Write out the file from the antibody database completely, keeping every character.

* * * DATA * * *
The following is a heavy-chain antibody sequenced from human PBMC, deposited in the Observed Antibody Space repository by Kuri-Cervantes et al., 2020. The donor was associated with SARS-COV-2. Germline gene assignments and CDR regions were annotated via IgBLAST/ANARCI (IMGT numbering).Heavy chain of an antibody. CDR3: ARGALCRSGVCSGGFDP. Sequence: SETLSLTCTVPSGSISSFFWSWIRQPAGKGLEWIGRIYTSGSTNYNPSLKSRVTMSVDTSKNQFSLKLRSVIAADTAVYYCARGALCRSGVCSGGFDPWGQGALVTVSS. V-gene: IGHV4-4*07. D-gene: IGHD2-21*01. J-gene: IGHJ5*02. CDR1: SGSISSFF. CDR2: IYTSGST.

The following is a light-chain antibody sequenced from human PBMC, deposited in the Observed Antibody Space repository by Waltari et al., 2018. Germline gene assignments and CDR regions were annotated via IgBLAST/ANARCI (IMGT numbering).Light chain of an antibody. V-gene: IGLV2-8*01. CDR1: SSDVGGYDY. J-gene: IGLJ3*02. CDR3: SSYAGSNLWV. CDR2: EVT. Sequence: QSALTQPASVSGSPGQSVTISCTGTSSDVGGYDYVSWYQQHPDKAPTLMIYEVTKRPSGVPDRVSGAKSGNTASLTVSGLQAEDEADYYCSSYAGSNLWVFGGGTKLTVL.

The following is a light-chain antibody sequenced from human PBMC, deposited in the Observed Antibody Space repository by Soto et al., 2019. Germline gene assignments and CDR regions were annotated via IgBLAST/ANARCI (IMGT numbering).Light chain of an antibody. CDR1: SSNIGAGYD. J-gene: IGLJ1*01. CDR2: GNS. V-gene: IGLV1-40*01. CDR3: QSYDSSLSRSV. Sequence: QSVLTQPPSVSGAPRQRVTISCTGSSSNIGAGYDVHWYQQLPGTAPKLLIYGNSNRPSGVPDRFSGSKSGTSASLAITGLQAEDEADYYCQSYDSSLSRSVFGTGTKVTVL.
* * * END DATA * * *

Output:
The following is a heavy-chain antibody sequenced from human PBMC, deposited in the Observed Antibody Space repository by Kuri-Cervantes et al., 2020. The donor was associated with SARS-COV-2. Germline gene assignments and CDR regions were annotated via IgBLAST/ANARCI (IMGT numbering).Heavy chain of an antibody. CDR3: ARGALCRSGVCSGGFDP. Sequence: SETLSLTCTVPSGSISSFFWSWIRQPAGKGLEWIGRIYTSGSTNYNPSLKSRVTMSVDTSKNQFSLKLRSVIAADTAVYYCARGALCRSGVCSGGFDPWGQGALVTVSS. V-gene: IGHV4-4*07. D-gene: IGHD2-21*01. J-gene: IGHJ5*02. CDR1: SGSISSFF. CDR2: IYTSGST.

The following is a light-chain antibody sequenced from human PBMC, deposited in the Observed Antibody Space repository by Waltari et al., 2018. Germline gene assignments and CDR regions were annotated via IgBLAST/ANARCI (IMGT numbering).Light chain of an antibody. V-gene: IGLV2-8*01. CDR1: SSDVGGYDY. J-gene: IGLJ3*02. CDR3: SSYAGSNLWV. CDR2: EVT. Sequence: QSALTQPASVSGSPGQSVTISCTGTSSDVGGYDYVSWYQQHPDKAPTLMIYEVTKRPSGVPDRVSGAKSGNTASLTVSGLQAEDEADYYCSSYAGSNLWVFGGGTKLTVL.

The following is a light-chain antibody sequenced from human PBMC, deposited in the Observed Antibody Space repository by Soto et al., 2019. Germline gene assignments and CDR regions were annotated via IgBLAST/ANARCI (IMGT numbering).Light chain of an antibody. CDR1: SSNIGAGYD. J-gene: IGLJ1*01. CDR2: GNS. V-gene: IGLV1-40*01. CDR3: QSYDSSLSRSV. Sequence: QSVLTQPPSVSGAPRQRVTISCTGSSSNIGAGYDVHWYQQLPGTAPKLLIYGNSNRPSGVPDRFSGSKSGTSASLAITGLQAEDEADYYCQSYDSSLSRSVFGTGTKVTVL.